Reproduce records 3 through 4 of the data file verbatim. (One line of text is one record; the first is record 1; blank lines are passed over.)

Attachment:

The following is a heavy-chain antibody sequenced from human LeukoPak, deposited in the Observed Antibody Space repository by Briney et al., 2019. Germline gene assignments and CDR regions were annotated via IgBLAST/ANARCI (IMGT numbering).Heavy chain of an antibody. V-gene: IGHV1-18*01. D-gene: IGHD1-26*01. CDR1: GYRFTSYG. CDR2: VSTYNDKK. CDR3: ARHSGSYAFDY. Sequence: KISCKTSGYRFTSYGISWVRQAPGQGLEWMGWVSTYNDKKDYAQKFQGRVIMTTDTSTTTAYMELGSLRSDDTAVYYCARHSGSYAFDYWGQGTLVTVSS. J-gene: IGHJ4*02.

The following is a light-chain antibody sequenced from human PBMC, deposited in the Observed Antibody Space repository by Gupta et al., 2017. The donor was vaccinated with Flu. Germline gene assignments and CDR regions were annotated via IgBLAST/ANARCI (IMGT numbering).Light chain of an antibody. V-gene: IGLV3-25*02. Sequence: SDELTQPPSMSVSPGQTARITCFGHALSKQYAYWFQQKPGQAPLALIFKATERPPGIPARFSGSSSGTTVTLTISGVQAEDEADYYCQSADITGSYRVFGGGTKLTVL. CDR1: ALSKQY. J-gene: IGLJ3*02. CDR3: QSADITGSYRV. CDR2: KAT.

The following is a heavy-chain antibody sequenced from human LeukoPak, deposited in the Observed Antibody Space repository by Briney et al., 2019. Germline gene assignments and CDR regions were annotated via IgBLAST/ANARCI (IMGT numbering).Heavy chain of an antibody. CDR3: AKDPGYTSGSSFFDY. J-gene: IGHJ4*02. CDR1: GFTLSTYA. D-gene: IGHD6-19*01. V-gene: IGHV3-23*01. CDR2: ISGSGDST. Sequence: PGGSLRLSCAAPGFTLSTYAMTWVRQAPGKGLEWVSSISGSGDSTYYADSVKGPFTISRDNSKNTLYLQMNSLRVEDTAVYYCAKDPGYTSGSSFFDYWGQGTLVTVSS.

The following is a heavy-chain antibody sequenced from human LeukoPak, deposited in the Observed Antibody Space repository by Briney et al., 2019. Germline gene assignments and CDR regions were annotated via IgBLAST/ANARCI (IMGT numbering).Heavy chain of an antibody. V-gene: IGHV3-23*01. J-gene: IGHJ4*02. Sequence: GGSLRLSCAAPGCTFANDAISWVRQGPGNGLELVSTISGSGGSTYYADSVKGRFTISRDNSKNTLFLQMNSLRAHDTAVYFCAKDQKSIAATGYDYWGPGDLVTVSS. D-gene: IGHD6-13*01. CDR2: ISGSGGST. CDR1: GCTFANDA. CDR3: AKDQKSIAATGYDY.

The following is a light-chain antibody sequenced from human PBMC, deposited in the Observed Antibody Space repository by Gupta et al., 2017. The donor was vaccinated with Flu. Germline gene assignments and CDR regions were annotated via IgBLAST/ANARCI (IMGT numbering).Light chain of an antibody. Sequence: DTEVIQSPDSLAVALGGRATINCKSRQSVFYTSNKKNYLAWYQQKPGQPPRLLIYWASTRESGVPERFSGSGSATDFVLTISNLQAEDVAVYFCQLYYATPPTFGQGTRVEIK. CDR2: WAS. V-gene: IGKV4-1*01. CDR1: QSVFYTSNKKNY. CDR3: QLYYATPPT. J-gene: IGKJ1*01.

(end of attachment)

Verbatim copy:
The following is a heavy-chain antibody sequenced from human LeukoPak, deposited in the Observed Antibody Space repository by Briney et al., 2019. Germline gene assignments and CDR regions were annotated via IgBLAST/ANARCI (IMGT numbering).Heavy chain of an antibody. CDR3: AKDPGYTSGSSFFDY. J-gene: IGHJ4*02. CDR1: GFTLSTYA. D-gene: IGHD6-19*01. V-gene: IGHV3-23*01. CDR2: ISGSGDST. Sequence: PGGSLRLSCAAPGFTLSTYAMTWVRQAPGKGLEWVSSISGSGDSTYYADSVKGPFTISRDNSKNTLYLQMNSLRVEDTAVYYCAKDPGYTSGSSFFDYWGQGTLVTVSS.

The following is a heavy-chain antibody sequenced from human LeukoPak, deposited in the Observed Antibody Space repository by Briney et al., 2019. Germline gene assignments and CDR regions were annotated via IgBLAST/ANARCI (IMGT numbering).Heavy chain of an antibody. V-gene: IGHV3-23*01. J-gene: IGHJ4*02. Sequence: GGSLRLSCAAPGCTFANDAISWVRQGPGNGLELVSTISGSGGSTYYADSVKGRFTISRDNSKNTLFLQMNSLRAHDTAVYFCAKDQKSIAATGYDYWGPGDLVTVSS. D-gene: IGHD6-13*01. CDR2: ISGSGGST. CDR1: GCTFANDA. CDR3: AKDQKSIAATGYDY.